The Complicated History of Fry Bread
Chef Freddie Bitsoie’s earliest memory of making fry bread comes from his childhood on the Navajo Nation in Arizona. Bitsoie was still in elementary school when he and his family first made it to mark a ceremonial event. They fried the flat dough outside, placing the round in a rustic, black fry pan over an open fire until it bubbled and crisped, becoming thick yet pliable.
Fry bread contains only four ingredients—flour, baking powder, salt, and water—but behind this extraordinarily simple recipe is a complex, and tragic, history. “It’s so simple,” Bitsoie says, “but it is the most controversial Native American dish.”
Rations and Survival
Now considered a Pan-Indian food that’s nearly ubiquitous across the 574 federally recognized tribes, fry bread is not indigenous to Native American cuisine. Instead, most trace its origin story to the internment camps that arose from the forced displacement of tribes in the mid-1800s.
One such camp emerged from what would become known as the “Long Walk.” In 1864, the federal government of the United States rounded up Navajo people and forced them to march 300 miles south from their northern Arizona and Four Corners–area homelands to eastern New Mexico at Bosque Redondo. Hundreds of people died each day, and even more succumbed during their encampment.
Hundreds of miles away from familiar lands where they could forage, hunt, and grow familiar crops, the Navajo starved. The government issued them rations of flour, salt, and lard, and they cobbled together the recipe for fry bread, which helped them survive internment until an 1868 treaty allowed them to return home.
The story was a familiar one among Native American communities who experienced similar relocations and internments across the United States. Native Americans received unfamiliar foods in the relocation camps, and low-income communities continue to receive federal disbursements today [PDF]. Bitsoie, who served as executive chef at the National Museum of the American Indian until the novel coronavirus hit, says the Navajo and other tribes may have seen these ingredients being used previously. This familiarity allowed them to create the recipe for fry bread when necessity called.
Fry Bread’s Fans and Foes
Today, fry bread is most commonly eaten at ceremonial events, feast days, and powwows, intertribal fairs that include traditional dances and vendor markets. Since the federal government prohibited gatherings and expressions of indigenous identity for much of the 19th century (and beyond), powwows are often celebrated as a space to carry on heritage and express cultural pride—and it’s at those fairs where many non-Native Americans are likely to encounter the dish.
Many fairs have fry bread stands, where the bread may be topped with honey or powdered sugar, along with competitions for the best version of the dish. Pawhuska, Oklahoma, has long hosted the National Indian Taco Championship, which pits competitors against each other to make the best version of fry bread topped with typical taco toppings, such as meat, beans, lettuce, tomato, and cheese.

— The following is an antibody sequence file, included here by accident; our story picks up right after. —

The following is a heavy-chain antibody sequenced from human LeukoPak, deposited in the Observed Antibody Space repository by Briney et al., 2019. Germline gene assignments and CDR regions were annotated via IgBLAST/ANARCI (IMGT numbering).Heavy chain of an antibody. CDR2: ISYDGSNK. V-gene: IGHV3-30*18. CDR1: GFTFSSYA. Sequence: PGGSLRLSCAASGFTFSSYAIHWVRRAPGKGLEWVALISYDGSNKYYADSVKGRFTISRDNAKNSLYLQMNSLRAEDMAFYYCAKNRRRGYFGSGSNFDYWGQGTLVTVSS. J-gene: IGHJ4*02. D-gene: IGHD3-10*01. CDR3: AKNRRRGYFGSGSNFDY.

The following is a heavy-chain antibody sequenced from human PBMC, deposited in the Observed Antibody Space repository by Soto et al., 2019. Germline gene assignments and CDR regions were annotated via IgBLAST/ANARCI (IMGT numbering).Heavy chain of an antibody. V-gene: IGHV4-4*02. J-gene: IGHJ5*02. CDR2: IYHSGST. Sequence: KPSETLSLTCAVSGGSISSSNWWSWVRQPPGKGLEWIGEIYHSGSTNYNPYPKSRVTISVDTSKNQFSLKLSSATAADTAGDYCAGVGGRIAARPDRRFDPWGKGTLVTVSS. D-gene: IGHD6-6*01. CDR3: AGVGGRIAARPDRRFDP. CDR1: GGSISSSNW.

Some Native Americans love fry bread and claim it proudly. The slogan “Frybread Power” appears in a Superman-type crest on a T-shirt in the film Smoke Signals. Musician Keith Secola penned a song, appropriately titled “Fry Bread,” that celebrates the dish. But for others, fry bread’s association with internment has left a bad taste in their mouths.
According to Lois Ellen Frank, a Native American chef at the helm of Red Mesa Cuisine who holds a doctorate in culinary anthropology, fry bread’s history is a medley. “It’s a food that kept ancestors alive,” she says. “It’s a survival food, but it’s also one of colonization and subjugation.”
Some chefs, diners, and leaders feel the dish’s colonial past should disqualify it from dinner tables and events. In 2017, the Miss Navajo Nation contest ended the fry bread–preparation portion of the pageant and opted to have participants prepare traditional foods like blue corn mush instead.
Chef Frank is part of the movement to revitalize ancestral foods for health and wellness, which is a particular concern among a population that is plagued by obesity, diabetes, and hypertension [PDF]. A large slice of fry bread can contain 700 calories and 25 grams of fat.
After more than 150 years, for the generations who have eaten fry bread, it can be difficult to unravel the dish’s complicated history from their cultural experience. For them, it’s risen to the level of soul food—a dish they grew up eating with friends and family that has as much nostalgia as any other of grandma’s recipes.
“There’s a huge level of comfort in it,” Bitsoie says. “Just because it wasn’t indigenous doesn’t mean it’s not part of the culture. These are family recipes, and we have a connection with it—an emotional connection, a family connection. To sever that tie by saying this isn’t traditional isn’t fair.”
A middle ground is also emerging. In her teaching and catering, Frank continues to prepare fry bread while teaching about its history—but she makes a no-fry version. She uses the same ingredients as the customary recipe but grills the bread instead of deep-frying it. It creates a healthier version while keeping an element of tradition. Denver restaurant Tocabe serves fry bread on its American Indian fast-casual menu; however, co-founders Ben Jacobs and Matt Chandra, who won the National Indian Taco Championship in 2009 with Jacobs’s family recipe, substitute a trans fat-free oil blend for the commonly used Crisco and uses a rapid flash-fry technique.
The preparations and opinions about the dish are as singular as people themselves, and Frank suggests that's the way it should be. “Every culture has a version of a fried bread,” she says. “How often and how they eat it becomes an individual decision.”